An Eve and an Adam
World premier: 28 & 29 March 2019,
Theater im Delphi, Berlin
Next shows 2019:
2-4 April, Copenhagen
5-6 April, Aalborg
7 April, Odin Theater Holstebro
26-28 May, Copenhagen Stage
27-28 August, Odense
29-31 Aug & 1-13 Sept, Aarhus
17-23 Sept, Beijing
25,26 Sept, Aarhus
27 Sept, Roskilde
A performance that literally puts the real nudity in the scene - as a contrast to the virtual!
Currently, in society, we see that young people appear naked on social media. Pornography in all forms is easily accessible and widely used. Apparently, the humility no longer exists when it comes to the naked body of the virtual culture.
But at the same time, children and young people are exempted from bathing after school sports. Young men and women cultivate their bodies in gyms, but they are too timid to appear naked in the shower afterwards.
In other words, we need to rethink our relationship with the body's natural nudity and discuss our forms of representation of the body's nudity in the media culture.
A performance by Palle Granhøj created in close collaboration with the dancers Sofia Pintzou and Mikolaj Karczewski.
Recorded music: Works by Maria Eshpay and excerpts from Rachmaninoff Cello Suite, played by Maria Eshpay (piano) and Peter Hudler (Cello)
Co-production partners / Residence: Teaterøen – Copenhagen,
SPAM! Route by le arti contemporanee, Porcari, Lucca – Italy, Nordic Theater Laboratory, Holstebro,
The evening is carried out with the support of:
The Danish Arts Foundation
Wilhelm Hansen Foundation
29 March 2019
Jews, Christians and Muslims had - according to their respective rules of faith - almost agreed on Adam & Eve as the very first human couple on earth; According to Genesis (Old Testament), the Lord God breathed the breath of life into his earl, whom he promptly created out of earth. At first, however, he had a solo existence for Adam until he put him to sleep and took a rib from his rib cage during the process in turn, to create his "counterpart", which he called Eve - as the couple, still completely innocent of each other (not knowing, who is a man and who is a woman and how it fits and why), was under the tree of knowledge , the evil serpent helped with the apple, and from the hour it became suddenly sexual between man & woman, yes and that was then in the Christian-deterrent tone as "fall of sin" and praised = the short version of the common story.
In the slightly generalized approach of the Danish theater director and choreographer Palle Granhøj and the dancing performance performed on Eve and to Adam dance couple Sofia Pintzou & Mikolaj Karczewski, it needs little more than a few flashlights, some strewn foliage including the pubic hair Cover two fig leaves and the lifelike nakedness of the very first human couple entangling protagonists:
Light spots, rustling and whispering ...
First and second encounters ...
Wonderful, as he explores the body of women ready for him "ignorant" how he kneads and crushes the skin here and there on her body.
Even more splendid, as she then grabs him and grabs him, lifts him and carries him, and at once throws him away from him.
And, of course, most gloriously, of course, how the apple becomes the matter that unifies the pair, and how both bite into it at the same time and, as it were, bite into each other, as if they were no longer two different things.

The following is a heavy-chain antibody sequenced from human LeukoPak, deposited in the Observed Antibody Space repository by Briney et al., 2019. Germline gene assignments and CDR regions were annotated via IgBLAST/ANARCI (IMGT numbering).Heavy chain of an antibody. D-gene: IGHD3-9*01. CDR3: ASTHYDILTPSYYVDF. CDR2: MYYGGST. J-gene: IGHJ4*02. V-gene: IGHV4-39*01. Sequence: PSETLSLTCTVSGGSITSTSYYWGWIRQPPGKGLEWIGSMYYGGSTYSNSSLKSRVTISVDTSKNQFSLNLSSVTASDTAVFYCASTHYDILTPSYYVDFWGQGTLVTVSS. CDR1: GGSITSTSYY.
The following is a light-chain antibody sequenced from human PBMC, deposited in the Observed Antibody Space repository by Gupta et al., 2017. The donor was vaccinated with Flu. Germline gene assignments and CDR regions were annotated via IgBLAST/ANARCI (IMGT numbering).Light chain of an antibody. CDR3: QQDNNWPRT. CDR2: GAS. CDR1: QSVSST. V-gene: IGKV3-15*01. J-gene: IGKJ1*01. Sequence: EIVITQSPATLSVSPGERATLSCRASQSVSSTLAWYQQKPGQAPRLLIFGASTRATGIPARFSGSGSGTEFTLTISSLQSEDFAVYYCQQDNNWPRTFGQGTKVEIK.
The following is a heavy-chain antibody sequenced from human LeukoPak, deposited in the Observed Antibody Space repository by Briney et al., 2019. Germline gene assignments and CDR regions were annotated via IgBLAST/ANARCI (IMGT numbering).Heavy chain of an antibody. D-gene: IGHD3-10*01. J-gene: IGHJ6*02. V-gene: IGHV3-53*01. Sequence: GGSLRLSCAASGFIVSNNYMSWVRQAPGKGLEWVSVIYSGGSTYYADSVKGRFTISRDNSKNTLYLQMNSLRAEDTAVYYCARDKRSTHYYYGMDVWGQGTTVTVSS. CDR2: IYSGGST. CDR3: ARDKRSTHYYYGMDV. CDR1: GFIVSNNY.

That was just three of the thirty felt individual highlights of this floating-light-footed and humorous-wise dance piece, whose premiere yesterday evening in the Berlin silent movie theater Delphi unanimous joy and enthusiasm in the audience triggered!
Please come back !!
CPH culture critic
3 April 2019
In the beginning everything was dark. God said, "There must be light," and there was light. The choreographer Palle Granhøj takes us back to
the dawn of time, and already plays from the start with the light sources in his latest performance AN EVE AND AN ADAM.
It is hardly coincidental that Eva's English name comes before Adams in this dance performance, which after a successful guest play in Berlin can now be experienced in the concert church at Nørrebro's infamous Blågårdsplads. For though we know the story of the very first humans on earth as the story of Adam and Eve, they are experienced in this version as the strong and cash Eve and the more humble and restrained Adam. It is the woman who first takes the step into another world - as opposed to the moon landing we hear from recordings, and it is the man who - in vain - tries to cover her sex with fig leaves.
Fortunately, these performances are presented with a charity and performed by two excellent performers: Sofia Pintzou and Mikolaj Karczewski. Both of them have the great passion and they both master the transformation from animal to human. The highlight is a wordless quarrel, where their expressive body language almost gives us some impression that we know what they are arguing about.
But the sensuous examination of each other's bodies and the female demonstration of strength also makes an impression, just as the man's cautious attempt to add a handful of leaves to the woman's nesting seems strangely moving.
The music is provided by two excellent musicians: Pianist Maria Eshpay and cellist Peter Hudler, who, as a perfect introduction to the performance, give a passionate mini-concert (Rachmaninoff's Cello Suite).
The forbidden fruit is consumed with ravenous sweat-dripping appetite and we are all ready to sin a little after this trip in and outside paradise. After a little too nice "Cinderella" at the Royal Theatre's Old Scene, the direct life-giving with this uninhibited approach seems to be another questionable literary work.